From the sea to the city, so much to see and drink in!
On the morning of the 24th, we left our home away from home at the kibbutz. Eager for the day, we loaded into the bus and as we weaved through the hills, we said our goodbyes to the Sea of Galilee and Golan Heights. In classic Birthright style, our day was scheduled squeezing in as much as possible. Our first stop was at Haifa, the sister city of Boston, and home for many of our Israeli friends. We went to a high school where we collaborated with the students. Walking down the hallways lined with lockers and gossiping students, and I couldn't help but having the same sense of relief I have whenever I visit a high school, that I will never need to return. Despite the language difference and being halfway across the world, the quintessential high school experience remained the same. Later, while discussing the experience with the group, I was surprised to find that my sentiment was shared by both American and Israeli participants. The insecurity, anxiety and angst that I associate with high schools were thick in the air, but evaporated once we began the programs. The first part of the program was designed to help us begin a dialog with these students on the similarities and differences we experience as Jews. Next, in the gymnasium, we received Ethiopian dance lessons. We laughed and giggled as we tried to imitate our teacher bouncing our shoulder up and down and shaking our hips. The shared experience and sentiments, not only with our friends on our trip, but also with the high schoolers shortened the culture gap between Israel and the US that has been shrinking since we arrived.
Hungry and excited, we left Haifa and made our way to Tel Aviv. With only one hour to spare, we found food and quickly made our way to Shuk Hacarmel. The Shuk is a large open air market that has a variety of stands including ones which sell everything from spices, dried fruit, funky clothing, jewelry, and (my personal favorite) a stand dedicated entirely to gummy candy. When our hour ran out, we reunited and began our history portion of our time in Tel Aviv.
We went to Rabin Square and learned about Prime Minister Rabin, an Israeli Prime Minister who became an advocate for peace and created the framework for the Peace Accords. The country was shocked when Rabin was shot and killed by an Israeli Jew before he could secure peace for Israel. With so much external struggle within Israel, the internal violence became the hurdle for peace. We talked to Israelis on the street about their memories and impression from this powerful event. The more cynical believed that all hope of peace was lost the moment Rabin died. The more optimistic felt the country had learned from this tragic event and in turn have grown and evolved. The Israelis in our trip reminisce on their early education where Rabin was depicted as a martyr who died in his quest for peace by the violence performed by his own people. Independence hall was the other portion of the history lesson. We learned about the formation of the country of Israel. Our proud and nationalist guide told us Israel is her home and if threatened,she is willing to take up arms and in turn kill for her country. She then told us how the Israelis fought the Arabs to win back their land. The Arabs were settled in this place and it was their home, and they were absolutely willing to kill for their country. This quagmire has been the driving force of the Arab/Israeli conflict and the reason for thousands of lost lives. After learning about Rabin's fight for peace, the aggressive nationalistic pride was overwhelming to witness and seemed to perpetuate the problem.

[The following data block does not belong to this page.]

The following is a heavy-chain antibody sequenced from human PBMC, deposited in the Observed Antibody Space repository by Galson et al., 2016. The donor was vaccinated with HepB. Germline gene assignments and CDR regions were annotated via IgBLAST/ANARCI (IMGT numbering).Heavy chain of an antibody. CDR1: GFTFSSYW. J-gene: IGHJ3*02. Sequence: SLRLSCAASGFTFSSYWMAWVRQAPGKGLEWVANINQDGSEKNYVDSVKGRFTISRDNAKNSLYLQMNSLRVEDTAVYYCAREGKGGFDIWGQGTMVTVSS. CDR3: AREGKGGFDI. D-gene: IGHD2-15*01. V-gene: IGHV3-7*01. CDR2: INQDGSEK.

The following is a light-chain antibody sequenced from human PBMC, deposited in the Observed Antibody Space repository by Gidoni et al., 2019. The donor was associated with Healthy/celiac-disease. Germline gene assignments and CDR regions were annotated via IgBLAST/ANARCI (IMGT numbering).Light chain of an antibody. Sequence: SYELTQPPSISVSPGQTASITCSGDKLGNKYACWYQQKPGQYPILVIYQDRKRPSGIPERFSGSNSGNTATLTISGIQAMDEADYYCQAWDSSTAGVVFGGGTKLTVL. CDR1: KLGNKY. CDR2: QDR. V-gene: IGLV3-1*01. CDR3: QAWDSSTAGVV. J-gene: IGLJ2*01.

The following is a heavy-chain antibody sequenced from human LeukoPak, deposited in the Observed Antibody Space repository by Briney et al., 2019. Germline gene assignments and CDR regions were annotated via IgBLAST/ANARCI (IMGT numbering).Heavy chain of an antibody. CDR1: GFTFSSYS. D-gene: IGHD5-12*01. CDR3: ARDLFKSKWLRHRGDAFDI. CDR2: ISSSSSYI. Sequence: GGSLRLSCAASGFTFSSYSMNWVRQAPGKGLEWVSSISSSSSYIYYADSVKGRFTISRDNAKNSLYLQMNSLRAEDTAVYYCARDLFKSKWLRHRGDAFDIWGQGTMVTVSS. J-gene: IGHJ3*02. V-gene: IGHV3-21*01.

In Tel Aviv, we were able to enjoy an unexpected extravagance at the Dan Panorama Hotel. At this beautiful four star hotel located on the beach, we were each assigned beautiful rooms with balconies overlooking Tel Aviv with the Mediterranean backdrop. At the hotel, I was reminded of the privilege we have to be on this trip free of charge. Not only have we been able to experience Israel and learn about the area, we are also able to stay in luxury accommodations all with the intention of allowing us to be comfortable.
Before we could go out for our night out in Tel Aviv, we received one more special treat. Roy Levi, a talented and famous musician, and his son performed and presented to our group. Roy Levi was able to encapsulate a person, place and time through his music. Levi sang of brothers and sisters coming together as equals for peace in a beautiful musical performance. For our night out, we went to the Jaffa and split into groups. Although we went out earlier than any other Israeli, we were still able to enjoy ourselves at the bars and witness the famous nightlife in Tel Aviv.